A closer look at Hector Noesi's 2011, and what to expect going forward (or, What to Expect When You're Noesing)

(Photo by J. Meric/Getty Images)

Developed primarily as a starter during his time in the Yankees’ minor league system, Hector Noesi rather quietly had a very good rookie campaign out of the bullpen for the big league club in 2011.

He finished the season with a 4.47 ERA/4.09 FIP/4.02 xFIP, 7.2 K/9, 3.5 BB/9, 1.0 HR/9 and a 41% GB% over 56.1 innings, most of which came in relief. However, his numbers look even shinier if you remove the two innings-limited spot starts he made at the end of the season — 4.01 ERA/3.88 FIP/3.91 xFIP, 7.3 K/9, 3.3 BB/9 and 0.9 HR/9.

While the preseason projection systems were projecting him as a starter, he still outperformed his average preseason projection of a 4.84 ERA/4.91 FIP, 6.6 K/9, 2.5 BB/9 and 1.4 HR/9 rather handily, with the exception of the free passes.

Though Noesi ended up being a valuable part of the bullpen, if the team does end up holding a competition for the back end of the rotation next spring, Noesi will certainly be in the mix, especially seeing as how he’s currently fifth on the Yankees’ starting pitching depth chart after CC Sabathia, Ivan Nova, A.J.Click here to read the rest

Story of a Season: Jorge Posada

All other hitters

If I had to describe Jorge Posada‘s 2011 season in a word, I don’t think a word would do. Instead, I’d settle for an onomatopoeia: Ugh. Just like there was little to say about Curtis Granderson and Robinson Cano because their seasons were so good, there is little to say about Jorge Posada because his season was just so disappointing.

The whole picture is just ugly. A .235/.315/.398 slash line with a .309 wOBA and an 89 wRC+ leading to a -0.4 fWAR mark. His walk rate was good at 10.1% and his Iso wasn’t horrible at .163, but we’re really just grasping for straws there.

Breaking things down doesn’t help either. Posada’s season was made up of four sub-replacement level months (April: .264 wOBA/58 wRC+; May: .291/76; July: .239/41; and September: .284/72), one fantastic month (June: .426/168), and one slightly-better-than-average month (August: .346/114).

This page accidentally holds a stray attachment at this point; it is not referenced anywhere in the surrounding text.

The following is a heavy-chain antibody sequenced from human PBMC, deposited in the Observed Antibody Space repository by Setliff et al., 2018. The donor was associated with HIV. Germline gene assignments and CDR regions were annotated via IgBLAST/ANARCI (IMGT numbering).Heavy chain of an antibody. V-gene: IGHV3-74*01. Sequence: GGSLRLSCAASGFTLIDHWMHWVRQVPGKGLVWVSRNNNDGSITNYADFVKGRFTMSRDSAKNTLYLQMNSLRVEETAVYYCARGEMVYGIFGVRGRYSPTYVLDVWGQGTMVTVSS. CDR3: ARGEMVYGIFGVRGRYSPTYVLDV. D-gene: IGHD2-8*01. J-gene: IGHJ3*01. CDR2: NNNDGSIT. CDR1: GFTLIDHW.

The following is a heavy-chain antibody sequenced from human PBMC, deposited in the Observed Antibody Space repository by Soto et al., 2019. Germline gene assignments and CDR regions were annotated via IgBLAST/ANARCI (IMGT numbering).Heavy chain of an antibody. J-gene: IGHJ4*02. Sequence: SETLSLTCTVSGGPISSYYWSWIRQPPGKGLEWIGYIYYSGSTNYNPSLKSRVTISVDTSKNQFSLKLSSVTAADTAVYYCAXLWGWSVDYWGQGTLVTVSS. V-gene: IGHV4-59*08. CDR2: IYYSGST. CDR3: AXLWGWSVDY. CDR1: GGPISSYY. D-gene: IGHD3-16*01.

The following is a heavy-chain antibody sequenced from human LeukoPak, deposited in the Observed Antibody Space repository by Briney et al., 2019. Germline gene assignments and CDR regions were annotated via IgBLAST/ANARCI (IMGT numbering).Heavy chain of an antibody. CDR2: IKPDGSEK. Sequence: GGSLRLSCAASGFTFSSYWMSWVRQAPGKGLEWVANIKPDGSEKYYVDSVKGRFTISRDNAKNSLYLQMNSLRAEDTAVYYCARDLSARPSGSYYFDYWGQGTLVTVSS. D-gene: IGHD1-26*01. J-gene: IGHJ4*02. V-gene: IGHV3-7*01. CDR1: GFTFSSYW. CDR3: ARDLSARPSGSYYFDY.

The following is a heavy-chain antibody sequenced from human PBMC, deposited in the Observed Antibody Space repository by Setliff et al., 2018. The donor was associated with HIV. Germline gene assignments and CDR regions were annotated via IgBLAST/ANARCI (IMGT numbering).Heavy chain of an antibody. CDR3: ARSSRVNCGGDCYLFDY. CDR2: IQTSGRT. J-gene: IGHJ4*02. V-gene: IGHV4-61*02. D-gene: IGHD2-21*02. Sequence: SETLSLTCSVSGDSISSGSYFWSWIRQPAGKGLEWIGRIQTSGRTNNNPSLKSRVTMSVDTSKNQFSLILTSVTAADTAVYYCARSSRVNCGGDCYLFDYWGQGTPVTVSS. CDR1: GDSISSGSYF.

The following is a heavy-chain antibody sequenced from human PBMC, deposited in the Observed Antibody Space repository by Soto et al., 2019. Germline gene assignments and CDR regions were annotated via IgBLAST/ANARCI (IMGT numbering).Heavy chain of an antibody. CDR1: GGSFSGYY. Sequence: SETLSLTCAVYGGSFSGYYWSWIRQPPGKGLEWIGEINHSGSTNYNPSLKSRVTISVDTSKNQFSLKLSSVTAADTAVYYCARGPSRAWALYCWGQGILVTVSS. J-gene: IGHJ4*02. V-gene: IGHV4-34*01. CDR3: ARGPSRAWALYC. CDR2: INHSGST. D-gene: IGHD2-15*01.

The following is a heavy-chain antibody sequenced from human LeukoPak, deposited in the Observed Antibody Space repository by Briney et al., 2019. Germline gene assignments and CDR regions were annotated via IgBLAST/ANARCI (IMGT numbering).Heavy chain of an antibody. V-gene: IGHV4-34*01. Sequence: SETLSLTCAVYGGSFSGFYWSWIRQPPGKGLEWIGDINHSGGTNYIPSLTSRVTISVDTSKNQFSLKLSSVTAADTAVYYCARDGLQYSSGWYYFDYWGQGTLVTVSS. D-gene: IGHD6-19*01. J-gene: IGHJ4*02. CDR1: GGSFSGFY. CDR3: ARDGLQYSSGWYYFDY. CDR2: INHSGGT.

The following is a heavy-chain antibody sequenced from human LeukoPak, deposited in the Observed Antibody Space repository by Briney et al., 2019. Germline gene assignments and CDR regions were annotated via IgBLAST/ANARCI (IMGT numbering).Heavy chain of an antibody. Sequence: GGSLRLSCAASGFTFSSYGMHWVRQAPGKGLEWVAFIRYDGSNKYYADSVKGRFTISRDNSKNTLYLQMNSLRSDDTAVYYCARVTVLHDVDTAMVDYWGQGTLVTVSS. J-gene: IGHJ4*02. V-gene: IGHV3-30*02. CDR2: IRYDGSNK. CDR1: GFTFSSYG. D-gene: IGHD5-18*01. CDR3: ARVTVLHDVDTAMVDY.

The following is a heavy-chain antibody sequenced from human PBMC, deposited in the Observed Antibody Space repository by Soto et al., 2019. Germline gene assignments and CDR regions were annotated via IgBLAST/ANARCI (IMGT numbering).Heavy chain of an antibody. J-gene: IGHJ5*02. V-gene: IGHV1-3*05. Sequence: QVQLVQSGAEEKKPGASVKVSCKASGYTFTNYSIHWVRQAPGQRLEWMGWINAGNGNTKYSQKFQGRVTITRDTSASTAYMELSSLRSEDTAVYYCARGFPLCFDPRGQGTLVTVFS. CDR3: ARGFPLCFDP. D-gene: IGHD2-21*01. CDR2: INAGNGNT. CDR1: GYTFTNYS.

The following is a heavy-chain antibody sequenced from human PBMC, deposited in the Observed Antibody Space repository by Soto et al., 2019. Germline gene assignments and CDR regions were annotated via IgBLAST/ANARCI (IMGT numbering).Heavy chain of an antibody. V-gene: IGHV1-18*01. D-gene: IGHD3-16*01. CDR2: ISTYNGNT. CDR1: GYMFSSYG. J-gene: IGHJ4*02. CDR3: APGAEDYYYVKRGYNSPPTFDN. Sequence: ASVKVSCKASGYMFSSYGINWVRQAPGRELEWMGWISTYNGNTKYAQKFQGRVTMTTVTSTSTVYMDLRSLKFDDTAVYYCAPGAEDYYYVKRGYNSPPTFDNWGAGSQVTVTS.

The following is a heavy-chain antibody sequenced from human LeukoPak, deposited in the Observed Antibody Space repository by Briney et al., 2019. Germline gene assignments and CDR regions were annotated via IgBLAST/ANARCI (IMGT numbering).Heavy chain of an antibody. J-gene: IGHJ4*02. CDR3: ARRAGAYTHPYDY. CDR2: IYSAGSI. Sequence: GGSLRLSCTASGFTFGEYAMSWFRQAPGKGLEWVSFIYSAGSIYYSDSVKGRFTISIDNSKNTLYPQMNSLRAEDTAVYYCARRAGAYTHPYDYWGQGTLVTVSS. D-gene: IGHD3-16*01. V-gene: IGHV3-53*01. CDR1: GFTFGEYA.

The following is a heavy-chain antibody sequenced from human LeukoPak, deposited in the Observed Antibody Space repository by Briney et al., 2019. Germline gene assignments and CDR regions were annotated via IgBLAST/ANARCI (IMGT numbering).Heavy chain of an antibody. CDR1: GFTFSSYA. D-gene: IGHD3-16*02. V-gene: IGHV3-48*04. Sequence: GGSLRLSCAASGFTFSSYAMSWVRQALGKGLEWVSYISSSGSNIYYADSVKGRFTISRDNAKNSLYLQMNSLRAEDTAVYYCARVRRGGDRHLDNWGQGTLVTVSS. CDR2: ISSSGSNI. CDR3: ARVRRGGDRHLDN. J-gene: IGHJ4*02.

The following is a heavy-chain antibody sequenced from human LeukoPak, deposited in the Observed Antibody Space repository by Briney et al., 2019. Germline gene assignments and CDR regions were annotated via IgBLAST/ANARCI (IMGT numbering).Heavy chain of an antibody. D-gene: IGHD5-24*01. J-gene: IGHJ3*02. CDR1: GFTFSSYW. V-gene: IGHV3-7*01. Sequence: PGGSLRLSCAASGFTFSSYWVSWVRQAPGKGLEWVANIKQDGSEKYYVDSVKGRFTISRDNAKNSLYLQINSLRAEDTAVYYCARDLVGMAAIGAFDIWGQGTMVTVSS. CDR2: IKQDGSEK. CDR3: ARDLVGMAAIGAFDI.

Let’s just acknowledge the platoon splits, because any discussion of Jorge Posada’s season needs to include them.… Click here to read the rest

Looking Back At The "Worst Managerial Decision Ever"

On this date in 2003, Josh Beckett pitched a complete game shutout to lead the Marlins to a 2-0 victory and a World Series championship against the Yankees. What many Yankees fans remember most vividly about that series was a decision made by Joe Torre in Game 4. In an article about Tony LaRussa’s interesting evening in Game 5 last night, Jay Jaffe referenced Torre’s gaffe:

If a Hall of Fame-bound manager has had a worse night in a nine-inning World Series game—for the sake of argument, we’ll chalk up Joe Torre’s decision to pitch Jeff Weaver in 2003 as an extra-inning folly—then I haven’t seen it.

Let’s take a look at Torre’s decision and see whether it was quite as awful as we remember.

After losing Game 1 by a 3-2 score, the Yankees strung together consecutive 6-1 victories and were looking to take a stranglehold on the series in Game 4. Roger Clemens was matched up against future pain in the butt Carl Pavano, and Pavano stuck it to the Yankees by pitching 8 innings of one run ball.… Click here to read the rest

Taking a look at the payroll

Because I was bored today, I decided to take a look at Cot’s Baseball Contracts to see what the Yankee payroll looks like for 2012, and get an idea of how much money may be in the Yankee budget to add pieces.  While theoretically the Yankees have a lot of payroll flexibility, it has hovered in the $200-210 million range over the last few seasons, so it seems reasonable that it will be around there for 2012.